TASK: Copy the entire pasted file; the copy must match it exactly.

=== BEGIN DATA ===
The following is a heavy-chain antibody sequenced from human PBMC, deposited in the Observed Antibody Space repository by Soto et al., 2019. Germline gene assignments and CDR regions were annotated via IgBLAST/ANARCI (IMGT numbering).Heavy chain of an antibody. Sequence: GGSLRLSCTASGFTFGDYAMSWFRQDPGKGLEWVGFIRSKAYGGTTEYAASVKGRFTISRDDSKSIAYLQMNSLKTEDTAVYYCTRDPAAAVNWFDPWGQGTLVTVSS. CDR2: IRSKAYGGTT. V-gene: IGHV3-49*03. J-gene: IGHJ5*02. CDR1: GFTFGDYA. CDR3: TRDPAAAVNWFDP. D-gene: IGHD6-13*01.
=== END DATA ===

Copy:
The following is a heavy-chain antibody sequenced from human PBMC, deposited in the Observed Antibody Space repository by Soto et al., 2019. Germline gene assignments and CDR regions were annotated via IgBLAST/ANARCI (IMGT numbering).Heavy chain of an antibody. Sequence: GGSLRLSCTASGFTFGDYAMSWFRQDPGKGLEWVGFIRSKAYGGTTEYAASVKGRFTISRDDSKSIAYLQMNSLKTEDTAVYYCTRDPAAAVNWFDPWGQGTLVTVSS. CDR2: IRSKAYGGTT. V-gene: IGHV3-49*03. J-gene: IGHJ5*02. CDR1: GFTFGDYA. CDR3: TRDPAAAVNWFDP. D-gene: IGHD6-13*01.